Sweet Mandarin is a memoir about the lives of three generations of the same Chinese family; Helen herself, her mother Mabel and grandmother Lily. Although all three women are mentioned throughout the course of the book, the focus is on Lily, the one who left a hard life in Hong Kong behind to start afresh in the UK. After working non-stop only to find that her husband has drained all of her money for gambling, Lily grabs the chance when her British employers invite her to join them in the UK as a carer. Her love of cooking leads her to eventually start a restaurant, and this love of Chinese cuisine and catering is the link between the three generations. Helen Tse and her two sisters own a restaurant in Manchester called Sweet Mandarin.
Sweet Mandarin was very successful as a memoir. It gave just enough historical detail to enable the reader to put the family in context, but the real story was the story of the three women. Lily's life had many twists and turns and she had to rebuild things from scratch numerous times both in Hong Kong and the UK. The admiration that Helen feels for her grandmother clearly came through in the text and as a reader it was easy to empathise with Lily and want her to succeed as no matter what happened to her, she never gave up.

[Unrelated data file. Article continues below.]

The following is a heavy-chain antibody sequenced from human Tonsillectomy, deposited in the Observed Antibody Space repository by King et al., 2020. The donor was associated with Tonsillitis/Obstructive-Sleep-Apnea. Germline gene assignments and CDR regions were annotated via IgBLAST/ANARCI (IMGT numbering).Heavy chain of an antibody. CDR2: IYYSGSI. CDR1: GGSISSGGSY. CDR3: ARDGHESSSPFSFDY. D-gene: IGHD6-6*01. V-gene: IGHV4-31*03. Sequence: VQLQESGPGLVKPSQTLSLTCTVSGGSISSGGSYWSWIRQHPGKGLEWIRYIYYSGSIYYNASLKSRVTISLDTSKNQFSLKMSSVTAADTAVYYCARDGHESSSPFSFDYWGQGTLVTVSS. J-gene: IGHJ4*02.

Tse also portrays Chinese culture very well. She doesn't ever explain that Chinese culture is x, y or z but instead it permeates the whole book. Some parts about the value of men over women and the role of wives were difficult for me to relate to but fascinating to read about. The Chinese village that Lily comes from and Helen eventually visits almost jumps off the page and the description of food in particular was very vivid.
This is quite a brief memoir and not one to read if you want in-depth historical observations (try Jung Chang's Wild Swans for that) but the lives of the women are interesting and well told. Recommended to anyone who wants to learn more about another culture.
Source: Library (reserved)
First Published: 2007
Score: 4 out of 5